Back to Seb: Another 11 hours of sleep later I felt already so much better and Steve convinced me to drive to Hatchers Pass with him to paraglide. I wish I’ve never said yes. So, we drove there, it was a nice breeze blowing up the mountain. Chris, Tommy and some other Alaskan pilots already launched from that site earlier in the day. Their cars were still in the parking spot but they seemed to have covered some distance and were nowhere in sight. I took of first and did a few laps before Steve launched to join me in the air. I watched him take off and then the unthinkable happened … he must have hit a spot of really bad air and turbulence, about 15 m from the ground, very shortly after takeoff. His wing went into deep stall and he couldn’t get it to recover. I saw him impact on the hillside and flew right over there to see if he was alright. When I flew over him, I saw him laying on his side cramping in pain. When I heard him yell “I broke my back!” I was shocked … it didn’t look that bad when I saw him going down but in that moment I realized that it was very, very serious. After I managed to land on top of the hill, I unhooked my harness, left everything where it was and ran to Steve as fast as I could. It was a terrible experience … there we were in the middle of nowhere with no one to help. I was so scared to move him, as clearly his spine was injured. But since he was pretty much sitting with his butt on his feet I had to straighten out his legs somehow to make sure the blood flow wouldn’t get caught off. First thing after that I stabilized him and called a friend to call 911 but then eventually called 911 myself. No idea why … I was in shock myself and you really act in the heat of the moment in such a situation I guess. Thank god, about 10 minutes later, Chris, Tommy and the other guys came back to pick up their cars and ran up the hill to help us. Another 10 minutes in and the heli landed. It was a great relief to finally have a doctor on site and I must say the guys did a fantastic job, really calm and professional. Until they arrived I had placed myself downhill of Steve to stabilize him in the position so he could rest against my back. Once the docs had stabilized his neck we carried him over to the heli. Lifting him up and into the heli he said something I will never forget. Even in such a f***ed up situation that guy asked Tom to look after me that I would get a ride to McCarthy to meet our pilot there, so that I could make it out to the Blackburn area. Steve’s such a great guy and seems to worry more about other people than about himself! In that moment I didn’t know if I should laugh or cry. It turned out Steve had broken three dorsal vertebraes, one was simply crushed. He had to undergo a 9 hour surgery. The next day I could finally visit him. It was HORRIBLE to see him so broken and in so much pain. But it was also a great relief that he was still with us after such a severe crash and the doctors said there was a chance he would recover movement in his legs. It was great to see so many people visiting and caring about him, massaging his legs and feet to keep the nerves stimulated and trying to support him through this awful phase.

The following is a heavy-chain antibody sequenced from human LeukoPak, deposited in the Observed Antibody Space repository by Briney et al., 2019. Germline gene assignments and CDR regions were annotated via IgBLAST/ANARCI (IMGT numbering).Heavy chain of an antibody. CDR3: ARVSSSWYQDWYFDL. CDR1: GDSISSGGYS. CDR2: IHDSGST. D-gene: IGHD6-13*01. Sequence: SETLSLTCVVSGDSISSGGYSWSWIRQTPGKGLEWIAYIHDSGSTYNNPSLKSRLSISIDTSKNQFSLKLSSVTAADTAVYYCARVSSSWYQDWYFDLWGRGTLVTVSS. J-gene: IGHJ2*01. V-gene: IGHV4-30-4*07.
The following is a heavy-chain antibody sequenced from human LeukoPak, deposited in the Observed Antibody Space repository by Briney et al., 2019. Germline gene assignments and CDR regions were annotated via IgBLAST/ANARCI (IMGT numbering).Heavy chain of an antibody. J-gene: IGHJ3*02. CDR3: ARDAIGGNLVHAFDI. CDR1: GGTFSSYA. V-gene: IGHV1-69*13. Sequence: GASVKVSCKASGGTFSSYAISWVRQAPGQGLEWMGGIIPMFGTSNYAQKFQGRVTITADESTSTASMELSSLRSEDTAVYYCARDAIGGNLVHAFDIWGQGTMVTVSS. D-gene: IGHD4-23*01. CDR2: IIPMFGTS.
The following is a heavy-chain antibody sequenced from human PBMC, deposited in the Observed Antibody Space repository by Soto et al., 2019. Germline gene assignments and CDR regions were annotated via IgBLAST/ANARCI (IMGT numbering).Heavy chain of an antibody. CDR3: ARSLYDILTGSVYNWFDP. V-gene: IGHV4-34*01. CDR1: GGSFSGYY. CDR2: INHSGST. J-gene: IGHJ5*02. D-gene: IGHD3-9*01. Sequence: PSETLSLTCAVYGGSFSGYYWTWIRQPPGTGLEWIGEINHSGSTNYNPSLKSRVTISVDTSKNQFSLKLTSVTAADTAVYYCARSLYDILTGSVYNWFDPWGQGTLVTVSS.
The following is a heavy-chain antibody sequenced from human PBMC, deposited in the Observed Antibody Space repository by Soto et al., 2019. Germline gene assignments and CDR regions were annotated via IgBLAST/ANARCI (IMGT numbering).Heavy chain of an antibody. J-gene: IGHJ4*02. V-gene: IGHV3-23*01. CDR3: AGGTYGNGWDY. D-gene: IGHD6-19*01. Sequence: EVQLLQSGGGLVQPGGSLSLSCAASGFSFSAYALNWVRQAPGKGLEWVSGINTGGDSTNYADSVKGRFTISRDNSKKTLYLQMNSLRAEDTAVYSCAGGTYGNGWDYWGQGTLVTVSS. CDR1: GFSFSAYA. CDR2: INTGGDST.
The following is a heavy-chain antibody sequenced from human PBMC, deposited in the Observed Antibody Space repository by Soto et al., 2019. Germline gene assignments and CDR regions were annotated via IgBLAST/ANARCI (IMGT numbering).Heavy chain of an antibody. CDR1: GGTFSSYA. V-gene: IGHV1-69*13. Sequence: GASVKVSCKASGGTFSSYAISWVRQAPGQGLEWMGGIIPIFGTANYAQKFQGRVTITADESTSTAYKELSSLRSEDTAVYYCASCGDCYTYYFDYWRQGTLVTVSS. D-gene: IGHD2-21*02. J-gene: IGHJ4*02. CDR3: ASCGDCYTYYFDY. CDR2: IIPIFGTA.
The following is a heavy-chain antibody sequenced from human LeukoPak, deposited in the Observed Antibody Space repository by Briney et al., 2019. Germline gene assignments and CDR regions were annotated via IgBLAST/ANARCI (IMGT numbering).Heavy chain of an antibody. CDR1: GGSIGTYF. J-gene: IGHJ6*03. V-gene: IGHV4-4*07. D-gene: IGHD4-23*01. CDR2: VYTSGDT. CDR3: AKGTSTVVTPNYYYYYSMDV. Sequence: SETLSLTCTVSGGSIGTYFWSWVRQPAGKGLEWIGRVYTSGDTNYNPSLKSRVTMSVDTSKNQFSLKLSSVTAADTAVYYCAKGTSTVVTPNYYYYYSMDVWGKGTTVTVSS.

In the hospital I ran into Scott, another pilot who we’ve already met last time in AK, back in 2012. With Steve being in the hospital, the 80 mile dirt road drive to McCarthy was no option anymore, as I had no car and no one to catch a ride with. Flying into McCarthy was hence my only option to still make it to Nabesna Glacier. I was in contact with Jim, another pilot who flew us to Knik Glacier back in 2012, but his Cessna 185 would burn heaps of fuel and it would have been a pretty expensive ride. Luckily Scott offered to fly me in with his mechanic’s Cessna 150, which burns way less fuel for a very fair price. That was a big relief and I finally knew that I would make it!